Oregon Crusaders won the Open Class DCI World Championship title in 2012 with their “Dreaming in Color” production. It was the corps’ first win since taking the Division III Championship in 2004.

Oregon took top caption honors for everything except percussion, which went to the second-place Blue Devils B for their show about a river journey.

Vanguard Cadets finished just a tenth under Blue Devils B, while the best color guard caption award went to the fourth-place Spartans.


Music City finished in ninth place with “Phantoms of the Grand Ole Opera,” meshing music from Andrew Lloyd Webber’s “Phantom of the Opera” with some of the most beloved tunes from the Grand Ole Opry, the famed institution residing in the corps’ hometown of Nashville.

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The corps’ 2012 production followed a love story between a member of the color guard’s all-male rifle line and a member of the all-female saber section. The staff wanted to play country music and feature a storyline about two people falling in love, a show that would be easy for the audience to follow. But the staff also wanted to explore Andrew Lloyd Webber’s “Phantom of the Opera,” the 1986 musical that won a Tony after opening in 1988 and has since become the longest running show in Broadway history.

The show opened with the fanfare from “Phantom of the Opera,” a song from early in the musical sung by chorus girl Christine and the Phantom, the musical’s masked character who lived in the bowels of the Paris Opéra House. The female members of the color guard dressed in feminine attire akin to Christine while the male performers wore black tuxes and facemasks similar to those worn by the Phantom in the musical.

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After stating the theme once, the corps segued into an exotic mode of “Ring of Fire,” written about the transformative power of falling in love. June Carter and Merle Kilgore co-wrote the song in 1962, one year before it became Johnny Cash’s most famous song, and five years before Cash and Carter got married. The two songs existed within one another for the remainder of the opener.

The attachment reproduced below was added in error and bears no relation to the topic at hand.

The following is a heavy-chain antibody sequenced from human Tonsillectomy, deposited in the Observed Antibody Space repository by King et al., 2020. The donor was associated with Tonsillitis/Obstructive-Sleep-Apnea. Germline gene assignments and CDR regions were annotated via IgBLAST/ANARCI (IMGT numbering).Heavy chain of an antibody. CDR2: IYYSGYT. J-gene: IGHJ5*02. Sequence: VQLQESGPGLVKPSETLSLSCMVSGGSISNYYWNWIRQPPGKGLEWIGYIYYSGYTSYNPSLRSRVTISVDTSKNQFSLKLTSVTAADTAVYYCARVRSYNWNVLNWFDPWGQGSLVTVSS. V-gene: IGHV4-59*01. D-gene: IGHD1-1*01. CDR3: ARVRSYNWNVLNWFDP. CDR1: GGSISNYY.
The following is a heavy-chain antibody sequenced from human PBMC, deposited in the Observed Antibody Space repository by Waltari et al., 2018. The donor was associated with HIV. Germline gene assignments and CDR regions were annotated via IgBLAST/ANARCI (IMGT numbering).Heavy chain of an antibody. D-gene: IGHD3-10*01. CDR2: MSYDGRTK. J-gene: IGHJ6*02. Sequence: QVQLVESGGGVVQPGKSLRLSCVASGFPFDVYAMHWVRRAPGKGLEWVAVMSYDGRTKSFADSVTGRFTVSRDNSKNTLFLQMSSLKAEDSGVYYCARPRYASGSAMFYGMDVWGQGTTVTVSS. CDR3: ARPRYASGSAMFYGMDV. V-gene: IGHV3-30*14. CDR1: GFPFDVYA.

Country music star Patsy Cline sang Alan Block and Donn Hecht’s “Walkin’ After Midnight” in 1957 on “Arthur Godfrey’s Talent Scouts,” a competition show decided by the results of an applause meter. At the time, Cline was a relative unknown, but she became an overnight sensation after the reaction from Godfrey’s audience broke the applause meter. Music City blended the song with “Music of the Night” from the middle of the musical’s Act I, sung by the Phantom as a love song to Christine after he took her into his hidden sanctuary under the opera house.

Music City merged another Cline song, “Sweet Dreams,” with “All I Ask of You,” the final song from the end of the musical’s first act. Don Gibson, who is more famous for penning the Ray Charles hit, “I Can’t Stop Loving You,” wrote the 1955 country ballad for Cline, who recorded it shortly before her 1963 death in a plane crash. This segment featured the two main characters performing a tender dance with one another.


“Point of No Return” came from near the end of the musical, when Christine ripped off the Phantom’s mask to reveal his deformed face to a shocked theatrical audience. Performed as an intense and angry drum solo, the field production played off the conflict between the saber-spinning female guard members and the rifle-spinning male guard members. Combined with Hank Williams’ “Your Cheatin’ Heart,” written in 1952 and one of country music’s most popular standards, the percussion feature ended with both sections acrimoniously facing each other.

Though Tammy Wynette and her producer Billy Sherill co-wrote “Stand By Your Man” in 1968 in just 15 minutes, it became her most successful song and instantly turned her into a superstar. The song, fused with various “Phantom of the Opera” melodies from earlier in the show, turned the prior angst and discord into a positive affirmation of the love between the headline characters.

They concluded the show in an impassioned embrace, Christine lifted high by the Phantom with her arm outstretched to the heavens.

Michael Boo was a member of the Cavaliers from 1975-1977. He has written about the drum corps activity for more than 35 years and serves as a staff writer for various Drum Corps International projects. Boo has written for numerous other publications and has published an honors-winning book on the history of figure skating. As an accomplished composer, Boo holds a bachelor's degree in music education and a master's degree in music theory and composition. He resides in Chesterton, Indiana.